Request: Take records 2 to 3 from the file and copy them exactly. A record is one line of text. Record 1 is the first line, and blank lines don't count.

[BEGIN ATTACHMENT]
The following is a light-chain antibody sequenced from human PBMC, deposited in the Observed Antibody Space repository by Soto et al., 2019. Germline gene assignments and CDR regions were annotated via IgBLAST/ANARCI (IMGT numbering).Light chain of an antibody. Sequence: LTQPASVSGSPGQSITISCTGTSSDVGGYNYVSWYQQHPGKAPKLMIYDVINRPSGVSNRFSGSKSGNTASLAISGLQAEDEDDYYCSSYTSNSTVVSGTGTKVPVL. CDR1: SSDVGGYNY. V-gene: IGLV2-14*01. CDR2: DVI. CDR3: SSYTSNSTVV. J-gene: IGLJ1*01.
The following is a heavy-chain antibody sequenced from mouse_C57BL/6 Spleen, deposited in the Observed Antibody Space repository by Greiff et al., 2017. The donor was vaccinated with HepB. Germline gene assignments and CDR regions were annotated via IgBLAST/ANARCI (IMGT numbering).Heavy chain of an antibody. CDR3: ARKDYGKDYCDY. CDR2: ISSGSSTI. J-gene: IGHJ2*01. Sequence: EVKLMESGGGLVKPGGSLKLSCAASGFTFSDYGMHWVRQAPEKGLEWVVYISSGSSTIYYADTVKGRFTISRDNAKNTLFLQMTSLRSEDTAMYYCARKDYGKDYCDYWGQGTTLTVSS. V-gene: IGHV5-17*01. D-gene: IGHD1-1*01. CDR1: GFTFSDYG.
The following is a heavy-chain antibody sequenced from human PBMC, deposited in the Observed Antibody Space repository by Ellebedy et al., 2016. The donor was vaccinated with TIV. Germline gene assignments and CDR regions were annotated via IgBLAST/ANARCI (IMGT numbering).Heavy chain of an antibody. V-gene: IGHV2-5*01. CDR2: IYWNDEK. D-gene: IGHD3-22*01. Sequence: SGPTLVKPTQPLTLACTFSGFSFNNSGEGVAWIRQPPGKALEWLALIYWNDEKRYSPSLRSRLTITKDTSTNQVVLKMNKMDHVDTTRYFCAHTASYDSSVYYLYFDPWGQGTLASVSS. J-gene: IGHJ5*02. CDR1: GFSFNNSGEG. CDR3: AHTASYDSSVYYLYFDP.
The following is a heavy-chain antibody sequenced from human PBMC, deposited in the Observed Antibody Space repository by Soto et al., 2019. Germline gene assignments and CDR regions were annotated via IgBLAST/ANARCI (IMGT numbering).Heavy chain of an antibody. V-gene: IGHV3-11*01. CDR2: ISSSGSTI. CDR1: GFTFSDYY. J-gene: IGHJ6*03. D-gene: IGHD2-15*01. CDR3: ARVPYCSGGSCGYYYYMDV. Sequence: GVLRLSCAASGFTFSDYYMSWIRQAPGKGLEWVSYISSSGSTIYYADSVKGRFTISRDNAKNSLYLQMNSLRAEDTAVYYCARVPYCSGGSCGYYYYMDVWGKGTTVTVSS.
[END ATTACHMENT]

The following is a heavy-chain antibody sequenced from mouse_C57BL/6 Spleen, deposited in the Observed Antibody Space repository by Greiff et al., 2017. The donor was vaccinated with HepB. Germline gene assignments and CDR regions were annotated via IgBLAST/ANARCI (IMGT numbering).Heavy chain of an antibody. CDR3: ARKDYGKDYCDY. CDR2: ISSGSSTI. J-gene: IGHJ2*01. Sequence: EVKLMESGGGLVKPGGSLKLSCAASGFTFSDYGMHWVRQAPEKGLEWVVYISSGSSTIYYADTVKGRFTISRDNAKNTLFLQMTSLRSEDTAMYYCARKDYGKDYCDYWGQGTTLTVSS. V-gene: IGHV5-17*01. D-gene: IGHD1-1*01. CDR1: GFTFSDYG.
The following is a heavy-chain antibody sequenced from human PBMC, deposited in the Observed Antibody Space repository by Ellebedy et al., 2016. The donor was vaccinated with TIV. Germline gene assignments and CDR regions were annotated via IgBLAST/ANARCI (IMGT numbering).Heavy chain of an antibody. V-gene: IGHV2-5*01. CDR2: IYWNDEK. D-gene: IGHD3-22*01. Sequence: SGPTLVKPTQPLTLACTFSGFSFNNSGEGVAWIRQPPGKALEWLALIYWNDEKRYSPSLRSRLTITKDTSTNQVVLKMNKMDHVDTTRYFCAHTASYDSSVYYLYFDPWGQGTLASVSS. J-gene: IGHJ5*02. CDR1: GFSFNNSGEG. CDR3: AHTASYDSSVYYLYFDP.